Tired of Being Stuck in ‘Good Intentions’?

by | Apr 20, 2021 | Coaching, Personal Growth

i have good intentions…honestly!  

How many times have I chosen to be content with having the self-awareness to at least know what I should do? After all, I’m a “good guy”. However, good intentions don’t get us very far and I don’t want to be satisfied with just knowing what I ought to do…I want follow-through.

But follow-through is like a muscle that needs to be exercised and worked. It’s something I’m working to change but have noticed a few obstacles along the way that I’ll share below.

Maybe they’ll resonate with you or maybe you experience different obstacles. Either way, my hope is simply to spark some thinking that leads to action.

(BTW: When I speak of good intentions, I’m speaking of those things we think about doing but never get around to doing them.)

SIX obstacles to navigate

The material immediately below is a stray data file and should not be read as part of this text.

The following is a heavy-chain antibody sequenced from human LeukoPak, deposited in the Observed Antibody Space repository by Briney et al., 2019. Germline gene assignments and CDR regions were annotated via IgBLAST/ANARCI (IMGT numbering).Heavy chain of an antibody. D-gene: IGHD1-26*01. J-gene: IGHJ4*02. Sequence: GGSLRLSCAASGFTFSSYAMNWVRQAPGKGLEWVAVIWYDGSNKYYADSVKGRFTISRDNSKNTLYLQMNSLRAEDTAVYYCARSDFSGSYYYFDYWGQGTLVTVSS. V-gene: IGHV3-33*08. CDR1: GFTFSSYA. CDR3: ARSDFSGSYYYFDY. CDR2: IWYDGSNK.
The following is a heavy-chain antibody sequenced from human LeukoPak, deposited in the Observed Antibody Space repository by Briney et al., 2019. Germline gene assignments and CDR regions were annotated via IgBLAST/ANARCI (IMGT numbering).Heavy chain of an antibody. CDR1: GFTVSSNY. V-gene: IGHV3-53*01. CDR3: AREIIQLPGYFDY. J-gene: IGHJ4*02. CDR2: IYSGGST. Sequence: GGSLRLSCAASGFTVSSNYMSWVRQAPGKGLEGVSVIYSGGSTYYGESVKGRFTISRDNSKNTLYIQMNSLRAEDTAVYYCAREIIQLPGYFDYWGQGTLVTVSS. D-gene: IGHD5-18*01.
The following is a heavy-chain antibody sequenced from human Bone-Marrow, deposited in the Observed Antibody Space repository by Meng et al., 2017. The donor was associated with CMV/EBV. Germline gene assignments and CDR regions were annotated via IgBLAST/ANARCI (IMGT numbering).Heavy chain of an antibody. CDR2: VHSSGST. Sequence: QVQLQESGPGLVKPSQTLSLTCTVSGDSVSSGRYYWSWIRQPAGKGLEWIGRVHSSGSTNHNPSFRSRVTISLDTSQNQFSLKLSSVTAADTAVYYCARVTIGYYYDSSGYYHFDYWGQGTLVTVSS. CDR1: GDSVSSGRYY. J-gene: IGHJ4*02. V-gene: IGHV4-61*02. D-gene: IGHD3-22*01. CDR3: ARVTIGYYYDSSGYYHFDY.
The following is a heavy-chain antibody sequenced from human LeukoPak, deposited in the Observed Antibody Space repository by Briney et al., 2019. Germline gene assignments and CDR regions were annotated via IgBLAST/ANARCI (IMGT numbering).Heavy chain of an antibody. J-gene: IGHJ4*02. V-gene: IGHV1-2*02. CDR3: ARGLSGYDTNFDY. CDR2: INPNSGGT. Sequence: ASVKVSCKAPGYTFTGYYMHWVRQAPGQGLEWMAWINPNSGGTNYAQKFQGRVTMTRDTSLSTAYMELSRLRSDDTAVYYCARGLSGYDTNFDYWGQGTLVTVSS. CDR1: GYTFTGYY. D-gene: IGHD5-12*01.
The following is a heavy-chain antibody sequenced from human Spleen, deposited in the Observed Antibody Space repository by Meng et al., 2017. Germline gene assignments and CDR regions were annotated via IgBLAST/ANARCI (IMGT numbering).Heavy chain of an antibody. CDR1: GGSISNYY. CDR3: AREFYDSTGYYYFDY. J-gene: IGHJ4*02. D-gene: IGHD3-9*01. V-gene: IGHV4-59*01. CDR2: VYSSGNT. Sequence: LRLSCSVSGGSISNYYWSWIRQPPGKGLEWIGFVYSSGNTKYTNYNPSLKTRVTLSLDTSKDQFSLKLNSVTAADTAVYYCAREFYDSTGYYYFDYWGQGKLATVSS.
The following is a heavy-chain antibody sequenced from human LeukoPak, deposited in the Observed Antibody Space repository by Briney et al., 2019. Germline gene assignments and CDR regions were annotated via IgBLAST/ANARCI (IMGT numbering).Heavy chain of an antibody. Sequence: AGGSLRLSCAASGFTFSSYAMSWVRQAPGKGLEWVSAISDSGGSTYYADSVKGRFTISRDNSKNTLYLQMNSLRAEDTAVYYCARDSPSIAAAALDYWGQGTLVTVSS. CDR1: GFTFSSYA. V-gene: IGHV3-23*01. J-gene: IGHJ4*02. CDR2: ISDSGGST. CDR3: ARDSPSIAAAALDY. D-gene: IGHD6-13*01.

1. Our intention never leaves our mind

What we think about doing often doesn’t see the light of day because it doesn’t leave the ‘safety’ of our mind. When this happens our intent has no room to breathe because we don’t articulate, verbalize or write out them out.

Intent needs to expressed and planted if it’s going to grow. When we put words to our intentions we begin to paint for ourselves a clearer picture of what we want. As the picture gains some clarity, it helps us to see what can be tangibly done to move forward (all we need is the first step). In addition, we will be faced with how keen we really are about going in that direction.

Have you ever had someone share a thought, feeling, perspective and it gets cut off with a phrase like this: “Well you know what I mean.”  Perhaps you’ve said this yourself. I’m pretty sure I have. Similar to those intentions we have, it’s a sign that we need to spend more time putting some verbiage to our thoughts because articulating them will develop a narrowed focus on our goal.

2. We want to see too many results in a short time

We can tend to get on the goals bandwagon, dreaming of all that we want to do and expect to accomplish them right away. This can happen with goals such as bettering your health, cleaning out the garage, or learning a new skill. But goals, such as health, require several changes including our mindset around such food and exercise.